Hughes & Company led a bipartisan team of researchers who tracked the eight gubernatorial contests in which ten women were nominees of the major political parties, monitoring print and internet coverage, including news websites, campaign websites and blogs. In addition, the team collected copies of campaign commercials and radio and TV broadcast debates. Following the November elections, these researchers interviewed 67 individuals who participated in or observed those campaigns including candidates, campaign managers, finance directors, press secretaries, consultants, party officers, and reporters who covered the race.
In a massive job discrimination lawsuit against mega-retailer Wal-Mart Stores Inc., the Supreme Court ruled in the retailer's favor, saying the plaintiffs had not shown justification for sweeping class-action status that could have potentially involved hundreds of thousands of current and former female workers.
The Supreme Court put the brakes on a massive job discrimination lawsuit against mega-retailer Wal-Mart Stores Inc., saying the plaintiffs had not shown justification for sweeping class-action status that could have potentially involved hundreds of thousands of current and former female workers.
The 5-4 ruling Monday -- which addressed the claims in the lawsuit only in terms of whether they supported such a huge a class action -- was a big victory for the nation's largest private employer, and the business community at large.
The high-profile case-- perhaps the most closely watched of the high court's term -- is among the most important dealing with corporate versus worker rights that the justices have ever heard, and could eventually affect nearly every private employer, large and small.
"On the facts of the case," wrote Justice Antonin Scalia for the majority, the plaintiffs had to show "significant proof that Wal-Mart operated under a general policy of discrimination. That is entirely absent here."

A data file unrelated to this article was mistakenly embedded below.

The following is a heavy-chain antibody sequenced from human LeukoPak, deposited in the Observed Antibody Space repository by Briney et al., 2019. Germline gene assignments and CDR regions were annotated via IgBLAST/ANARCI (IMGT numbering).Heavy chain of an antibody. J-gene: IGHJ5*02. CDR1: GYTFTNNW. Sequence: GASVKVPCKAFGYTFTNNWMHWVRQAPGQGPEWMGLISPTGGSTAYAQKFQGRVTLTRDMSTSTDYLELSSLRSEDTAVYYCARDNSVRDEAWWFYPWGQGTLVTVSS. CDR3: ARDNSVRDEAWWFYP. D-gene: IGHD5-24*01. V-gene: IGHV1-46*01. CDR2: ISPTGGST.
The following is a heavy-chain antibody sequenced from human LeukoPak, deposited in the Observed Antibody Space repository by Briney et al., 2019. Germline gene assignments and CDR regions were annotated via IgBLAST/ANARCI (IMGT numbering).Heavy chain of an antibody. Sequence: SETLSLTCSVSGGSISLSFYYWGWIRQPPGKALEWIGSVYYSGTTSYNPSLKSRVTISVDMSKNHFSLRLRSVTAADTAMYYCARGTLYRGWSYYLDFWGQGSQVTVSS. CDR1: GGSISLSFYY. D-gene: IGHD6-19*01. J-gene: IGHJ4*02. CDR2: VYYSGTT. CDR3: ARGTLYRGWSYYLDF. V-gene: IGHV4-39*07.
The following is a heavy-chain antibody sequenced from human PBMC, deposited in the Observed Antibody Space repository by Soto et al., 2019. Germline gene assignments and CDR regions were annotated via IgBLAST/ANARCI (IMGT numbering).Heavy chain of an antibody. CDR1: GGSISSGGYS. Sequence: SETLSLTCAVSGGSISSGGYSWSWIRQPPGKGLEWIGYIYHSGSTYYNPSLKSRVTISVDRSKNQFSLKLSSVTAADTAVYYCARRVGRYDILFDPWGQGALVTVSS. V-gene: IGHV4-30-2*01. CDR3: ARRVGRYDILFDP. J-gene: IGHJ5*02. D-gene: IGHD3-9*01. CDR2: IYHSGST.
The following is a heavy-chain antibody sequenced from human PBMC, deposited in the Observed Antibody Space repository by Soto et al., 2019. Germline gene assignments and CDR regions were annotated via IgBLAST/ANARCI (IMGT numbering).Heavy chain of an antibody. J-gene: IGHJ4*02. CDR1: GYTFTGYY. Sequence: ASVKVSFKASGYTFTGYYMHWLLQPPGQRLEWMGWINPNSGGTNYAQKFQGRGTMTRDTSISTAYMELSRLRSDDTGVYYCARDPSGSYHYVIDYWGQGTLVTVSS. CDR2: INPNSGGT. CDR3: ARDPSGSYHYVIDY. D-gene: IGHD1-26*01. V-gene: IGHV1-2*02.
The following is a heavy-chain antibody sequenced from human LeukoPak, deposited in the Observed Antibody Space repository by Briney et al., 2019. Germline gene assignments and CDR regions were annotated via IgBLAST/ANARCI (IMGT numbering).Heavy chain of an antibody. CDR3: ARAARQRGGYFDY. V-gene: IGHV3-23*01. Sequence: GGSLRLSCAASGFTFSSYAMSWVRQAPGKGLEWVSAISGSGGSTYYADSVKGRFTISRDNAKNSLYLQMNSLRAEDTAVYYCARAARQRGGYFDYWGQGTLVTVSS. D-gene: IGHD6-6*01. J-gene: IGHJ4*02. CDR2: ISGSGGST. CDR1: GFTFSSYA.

He added, "In a company of Wal-Mart's size and geographical scope, it is quite unbelievable that all managers would exercise their discretion in a common way without some common direction."
While this particular class action has effectively ended, the individual plaintiffs could band together and file a series of smaller lawsuits aimed at individual stores or supervisors.
Four more liberal justices agreed this particular class should not proceed to trial, but criticized the majority for not allowing the female workers to move ahead with their claims under a different legal approach.
The company said it was pleased with the court's decision.
At issue was whether as many as 1.6 million current and former female Wal-Mart employees could make a unified claim of systemic discrimination, which they say has occurred over the past decade, at least. The plaintiffs alleged women were paid less than, and were given fewer opportunities for promotion than, their male counterparts. They sought back pay and punitive damages against the world's largest retailer.